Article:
Soccer Players Eye California's Kangaroo Ban The California Supreme Court upheld a ban this week on the importation and sale of products made from a variety of wildlife species, including the kangaroo. The decision could have a major effect on soccer players, who value kangaroo leather for its softness and durability.
NPR logo

Soccer Players Eye California's Kangaroo Ban

  • Download
  • <iframe src="https://www.npr.org/player/embed/12234107/12234109" width="100%" height="290" frameborder="0" scrolling="no" title="NPR embedded audio player">
  • Transcript
Soccer Players Eye California's Kangaroo Ban

Soccer Players Eye California's Kangaroo Ban

Soccer Players Eye California's Kangaroo Ban

  • Download
  • <iframe src="https://www.npr.org/player/embed/12234107/12234109" width="100%" height="290" frameborder="0" scrolling="no" title="NPR embedded audio player">
  • Transcript

The California Supreme Court upheld a ban this week on the importation and sale of products made from a variety of wildlife species, including the kangaroo. The decision could have a major effect on soccer players, who value kangaroo leather for its softness and durability.

ROBERT SIEGEL, Host:

I'm Robert Siegel.

MICHELE NORRIS, Host:

And I'm Michele Norris with ALL THINGS CONSIDERED from NPR News.

SIEGEL: There's a California law that bars the sale of the dead body or any part or product thereof of a list of more than 30 animal species from sable antelopes to zebras, and that list includes kangaroos. Like New York, and unlike the rest of the states, California bans goods made from kangaroos even though federal law doesn't. Here's the rub.

MARK MONASCH: A lot of the higher-end soccer shoes are made out of kangaroo hide because it is a softer, stronger leather than basic calfskin and much more desirable for soccer players because you can get the - could touch on the ball, which is very important.

SIEGEL: That's Mark Monasch, who owns Kickers Soccer Shop in Belmont, California. You carry shoes, soccer shoes made of kangaroo hide?

MONASCH: Yes, we do.

SIEGEL: It's against the law in California.

MONASCH: Well, that's what I'm understanding, but it's a law that - it's an older law because kangaroos were on the endangered species list, but are no longer considered endangered, the type that are used for these shoes anyway.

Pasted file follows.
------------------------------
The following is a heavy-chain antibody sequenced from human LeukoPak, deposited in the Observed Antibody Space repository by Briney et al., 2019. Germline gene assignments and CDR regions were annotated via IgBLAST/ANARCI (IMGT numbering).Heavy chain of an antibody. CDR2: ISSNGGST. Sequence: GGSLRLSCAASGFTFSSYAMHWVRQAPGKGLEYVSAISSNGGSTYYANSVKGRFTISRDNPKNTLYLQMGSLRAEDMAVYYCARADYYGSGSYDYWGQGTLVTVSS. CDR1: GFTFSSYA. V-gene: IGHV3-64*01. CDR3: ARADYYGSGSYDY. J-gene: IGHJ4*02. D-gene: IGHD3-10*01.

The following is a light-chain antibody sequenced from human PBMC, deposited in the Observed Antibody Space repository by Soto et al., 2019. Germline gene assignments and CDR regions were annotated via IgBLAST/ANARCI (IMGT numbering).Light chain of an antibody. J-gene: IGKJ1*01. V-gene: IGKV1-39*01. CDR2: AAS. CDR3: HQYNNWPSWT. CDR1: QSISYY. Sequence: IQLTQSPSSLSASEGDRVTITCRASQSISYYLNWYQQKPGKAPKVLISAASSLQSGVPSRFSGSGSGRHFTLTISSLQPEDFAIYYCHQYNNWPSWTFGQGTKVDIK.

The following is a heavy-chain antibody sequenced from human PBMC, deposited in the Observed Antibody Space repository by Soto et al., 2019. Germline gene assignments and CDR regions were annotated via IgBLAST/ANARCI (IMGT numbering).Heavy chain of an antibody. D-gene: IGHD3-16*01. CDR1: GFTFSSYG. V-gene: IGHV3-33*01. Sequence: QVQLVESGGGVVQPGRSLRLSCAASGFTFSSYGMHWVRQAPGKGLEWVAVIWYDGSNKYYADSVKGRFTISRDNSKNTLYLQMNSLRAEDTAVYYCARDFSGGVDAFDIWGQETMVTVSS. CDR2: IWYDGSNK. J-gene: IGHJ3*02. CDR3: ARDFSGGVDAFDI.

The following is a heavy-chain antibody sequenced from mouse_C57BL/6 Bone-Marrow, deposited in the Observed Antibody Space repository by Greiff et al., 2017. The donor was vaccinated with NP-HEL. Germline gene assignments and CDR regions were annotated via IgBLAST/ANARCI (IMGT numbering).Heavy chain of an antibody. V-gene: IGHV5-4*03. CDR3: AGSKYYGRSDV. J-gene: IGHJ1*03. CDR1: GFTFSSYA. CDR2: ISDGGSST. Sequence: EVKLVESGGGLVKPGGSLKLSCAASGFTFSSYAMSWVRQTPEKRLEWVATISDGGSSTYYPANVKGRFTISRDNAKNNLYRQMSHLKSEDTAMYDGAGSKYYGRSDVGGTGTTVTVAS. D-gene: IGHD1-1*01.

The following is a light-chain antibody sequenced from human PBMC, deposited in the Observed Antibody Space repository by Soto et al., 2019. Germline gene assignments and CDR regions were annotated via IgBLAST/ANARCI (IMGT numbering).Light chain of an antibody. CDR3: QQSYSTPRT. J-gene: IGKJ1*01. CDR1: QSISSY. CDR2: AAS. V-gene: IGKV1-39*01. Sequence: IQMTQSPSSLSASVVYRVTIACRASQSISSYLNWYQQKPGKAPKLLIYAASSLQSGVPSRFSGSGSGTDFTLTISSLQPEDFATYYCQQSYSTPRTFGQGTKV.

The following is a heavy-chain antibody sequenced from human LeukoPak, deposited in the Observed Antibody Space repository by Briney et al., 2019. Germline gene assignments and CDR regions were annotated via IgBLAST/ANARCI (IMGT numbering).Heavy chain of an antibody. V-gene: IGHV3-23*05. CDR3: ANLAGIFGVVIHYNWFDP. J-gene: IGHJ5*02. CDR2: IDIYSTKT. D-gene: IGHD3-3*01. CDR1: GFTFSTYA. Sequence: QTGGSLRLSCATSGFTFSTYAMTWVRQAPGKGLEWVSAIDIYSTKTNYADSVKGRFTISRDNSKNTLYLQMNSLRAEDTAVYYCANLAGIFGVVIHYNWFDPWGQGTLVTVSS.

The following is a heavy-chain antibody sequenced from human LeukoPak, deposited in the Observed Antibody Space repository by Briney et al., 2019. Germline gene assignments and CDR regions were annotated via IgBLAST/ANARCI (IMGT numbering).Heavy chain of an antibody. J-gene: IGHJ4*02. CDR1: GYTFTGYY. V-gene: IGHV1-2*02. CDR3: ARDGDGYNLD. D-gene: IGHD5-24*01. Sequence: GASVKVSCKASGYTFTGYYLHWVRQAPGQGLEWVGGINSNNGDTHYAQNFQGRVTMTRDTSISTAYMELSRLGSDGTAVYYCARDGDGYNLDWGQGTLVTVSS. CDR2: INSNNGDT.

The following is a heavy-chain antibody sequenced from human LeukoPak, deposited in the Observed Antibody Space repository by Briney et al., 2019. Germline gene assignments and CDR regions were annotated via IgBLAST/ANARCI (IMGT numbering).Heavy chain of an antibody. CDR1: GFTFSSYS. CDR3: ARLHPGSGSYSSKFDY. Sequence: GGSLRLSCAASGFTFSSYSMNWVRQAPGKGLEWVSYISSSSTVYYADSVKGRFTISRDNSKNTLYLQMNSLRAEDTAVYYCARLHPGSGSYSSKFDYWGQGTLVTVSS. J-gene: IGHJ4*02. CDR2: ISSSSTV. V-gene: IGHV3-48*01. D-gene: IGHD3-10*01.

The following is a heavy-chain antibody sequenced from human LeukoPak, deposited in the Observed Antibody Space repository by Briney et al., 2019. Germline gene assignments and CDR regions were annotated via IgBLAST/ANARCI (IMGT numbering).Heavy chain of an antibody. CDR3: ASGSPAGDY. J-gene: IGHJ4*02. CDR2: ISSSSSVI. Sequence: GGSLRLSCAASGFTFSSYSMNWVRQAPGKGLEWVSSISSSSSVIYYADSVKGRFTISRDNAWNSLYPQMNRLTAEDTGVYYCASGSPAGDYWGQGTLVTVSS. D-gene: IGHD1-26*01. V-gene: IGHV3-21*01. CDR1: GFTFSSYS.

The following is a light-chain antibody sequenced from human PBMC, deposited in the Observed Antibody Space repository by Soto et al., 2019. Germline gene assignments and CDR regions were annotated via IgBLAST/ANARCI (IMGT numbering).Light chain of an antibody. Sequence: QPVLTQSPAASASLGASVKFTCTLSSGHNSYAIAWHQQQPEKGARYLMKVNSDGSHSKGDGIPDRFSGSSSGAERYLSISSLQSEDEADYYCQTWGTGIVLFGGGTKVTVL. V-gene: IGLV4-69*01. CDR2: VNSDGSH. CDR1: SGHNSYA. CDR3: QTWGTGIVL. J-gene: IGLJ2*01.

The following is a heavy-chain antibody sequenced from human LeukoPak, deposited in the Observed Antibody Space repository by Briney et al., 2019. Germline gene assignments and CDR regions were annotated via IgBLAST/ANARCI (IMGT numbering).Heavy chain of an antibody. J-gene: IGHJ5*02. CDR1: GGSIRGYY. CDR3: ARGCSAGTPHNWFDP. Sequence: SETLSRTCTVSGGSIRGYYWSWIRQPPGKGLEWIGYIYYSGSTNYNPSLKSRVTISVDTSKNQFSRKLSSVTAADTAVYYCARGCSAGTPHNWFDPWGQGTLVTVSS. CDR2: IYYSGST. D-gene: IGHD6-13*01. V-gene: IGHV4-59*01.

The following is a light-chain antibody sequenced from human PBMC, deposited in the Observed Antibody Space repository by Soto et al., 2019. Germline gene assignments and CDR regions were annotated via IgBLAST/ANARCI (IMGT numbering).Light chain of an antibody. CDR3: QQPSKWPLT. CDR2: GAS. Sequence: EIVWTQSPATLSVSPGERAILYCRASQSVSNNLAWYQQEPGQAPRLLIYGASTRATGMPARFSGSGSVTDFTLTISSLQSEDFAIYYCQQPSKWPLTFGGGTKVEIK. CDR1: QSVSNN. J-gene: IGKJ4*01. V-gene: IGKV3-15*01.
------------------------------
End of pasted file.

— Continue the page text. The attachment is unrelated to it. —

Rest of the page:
SIEGEL: Mark Monasch, the soccer shop owner, hopes that they will prevail or if not, that the state law will pass taking kangaroos off the list because...

MONASCH: Fifty percent or more of this is probably shoes made of kangaroo leather.

SIEGEL: You're saying that you're almost unaware that there was a ban on selling kangaroo products?

MONASCH: I was until recently. Yes, that's true.

SIEGEL: A colleague of mine showed me a Web site for Cabelas outfitters, where they're selling kangaroo featherweight uninsulated boots. And it says here, due to state law, these boots cannot be shipped to California. I mean, they seemed be aware of the restriction.

MONASCH: Yeah, apparently so.

SIEGEL: Live and learn. If retailers don't even know about the ban, and if they've been blithely violating it, then California Fish and Game obviously isn't enforcing it so strictly. And spokesman Steve Martarano says that's true. With just a couple of hundred game wardens for the whole state, they have bigger fish to fry.

STEVE MARTARANO: We've got some recruitment problems and so we have to prioritize pretty much everything we do. It's safe to say that this isn't a priority.

SIEGEL: One last twist here, while many high-end soccer players favor kangaroo shoes, California's highest-end player has sworn off them. David Beckham, in deference to his wife's vegetarianism, wears synthetics.

Copyright © 2007 NPR. All rights reserved. Visit our website terms of use and permissions pages at www.npr.org for further information.

NPR transcripts are created on a rush deadline by Verb8tm, Inc., an NPR contractor, and produced using a proprietary transcription process developed with NPR. This text may not be in its final form and may be updated or revised in the future. Accuracy and availability may vary. The authoritative record of NPR’s programming is the audio record.